Perfusion MRI or perfusion-weighted imaging (PWI) is perfusion scanning by the use of a particular MRI sequence. The acquired data are then postprocessed to obtain perfusion maps with different parameters, such as BV (blood volume), BF (blood flow), MTT (mean transit time) and TTP (time to peak).
In cerebral infarction, the penumbra has decreased perfusion. Another MRI sequence, diffusion weighted MRI, estimates the amount of tissue that is already necrotic, and the combination of those sequences can therefore be used to estimate the amount of brain tissue that is salvageable by thrombolysis and/or thrombectomy.
There are 3 main techniques for perfusion MRI:
Dynamic contrast-enhanced (DCE) imaging gives information about physiological tissue characteristics. For example, it enables analysis of blood vessels generated by a brain tumor. The contrast agent is blocked by the regular blood-brain barrier but not in the blood vessels generated by the tumor. The concentration of the contrast agent is measured as it passes from the blood vessels to the extracellular space of the tissue (it does not pass the membranes of cells) and as it goes back to the blood vessels.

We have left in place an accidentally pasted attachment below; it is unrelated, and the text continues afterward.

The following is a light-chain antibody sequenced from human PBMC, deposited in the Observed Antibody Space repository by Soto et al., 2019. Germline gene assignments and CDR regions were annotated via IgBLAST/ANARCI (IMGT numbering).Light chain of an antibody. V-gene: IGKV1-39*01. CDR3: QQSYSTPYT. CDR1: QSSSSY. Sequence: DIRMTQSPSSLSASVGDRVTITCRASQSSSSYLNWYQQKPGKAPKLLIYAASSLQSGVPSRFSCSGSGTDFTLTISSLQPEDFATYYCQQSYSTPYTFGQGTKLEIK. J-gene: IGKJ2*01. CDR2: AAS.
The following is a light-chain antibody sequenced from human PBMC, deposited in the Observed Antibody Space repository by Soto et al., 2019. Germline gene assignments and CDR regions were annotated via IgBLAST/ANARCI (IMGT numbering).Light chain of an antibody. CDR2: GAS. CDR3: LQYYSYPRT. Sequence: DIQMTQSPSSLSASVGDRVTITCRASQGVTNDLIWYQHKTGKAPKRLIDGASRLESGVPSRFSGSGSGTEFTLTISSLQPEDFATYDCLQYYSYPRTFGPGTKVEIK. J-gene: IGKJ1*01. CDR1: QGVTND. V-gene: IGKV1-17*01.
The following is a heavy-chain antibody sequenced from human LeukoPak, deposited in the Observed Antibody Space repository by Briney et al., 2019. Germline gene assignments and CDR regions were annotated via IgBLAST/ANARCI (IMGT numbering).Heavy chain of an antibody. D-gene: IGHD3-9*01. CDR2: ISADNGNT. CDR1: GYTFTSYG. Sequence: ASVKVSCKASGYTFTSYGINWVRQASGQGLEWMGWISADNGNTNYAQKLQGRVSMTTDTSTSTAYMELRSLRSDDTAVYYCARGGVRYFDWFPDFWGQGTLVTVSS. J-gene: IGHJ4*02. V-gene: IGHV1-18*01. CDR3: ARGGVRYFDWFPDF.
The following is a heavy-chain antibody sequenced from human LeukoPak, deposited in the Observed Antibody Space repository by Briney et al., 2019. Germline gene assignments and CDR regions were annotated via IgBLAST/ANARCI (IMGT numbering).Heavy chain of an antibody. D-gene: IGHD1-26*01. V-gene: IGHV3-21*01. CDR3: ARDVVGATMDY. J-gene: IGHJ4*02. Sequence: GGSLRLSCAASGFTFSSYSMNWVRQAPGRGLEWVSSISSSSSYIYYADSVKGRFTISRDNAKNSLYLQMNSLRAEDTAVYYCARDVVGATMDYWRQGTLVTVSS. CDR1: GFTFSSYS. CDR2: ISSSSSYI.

The contrast agents used for DCE-MRI are often gadolinium-based. Gadolinium injection causes the relaxation time to decrease, and therefore images done after gadolinium injection have higher signal. First a regular T1-weighted MRI scan is done (with no gadolinium), then gadolinium is injected (usually at a dose of 0.05-0.1 mmol/kg) and another T1-weighted scan is done. By comparing the values of T1 in both scans, for each voxel, it is possible to identify permeable blood vessels and tumor tissue. In tissues with healthy cells or a high cell density, gadolinium re-enters the vessels faster since it cannot pass the cell membranes. In damaged tissues or tissues with a lower cell density, the gadolinium stays in the extracellular space longer.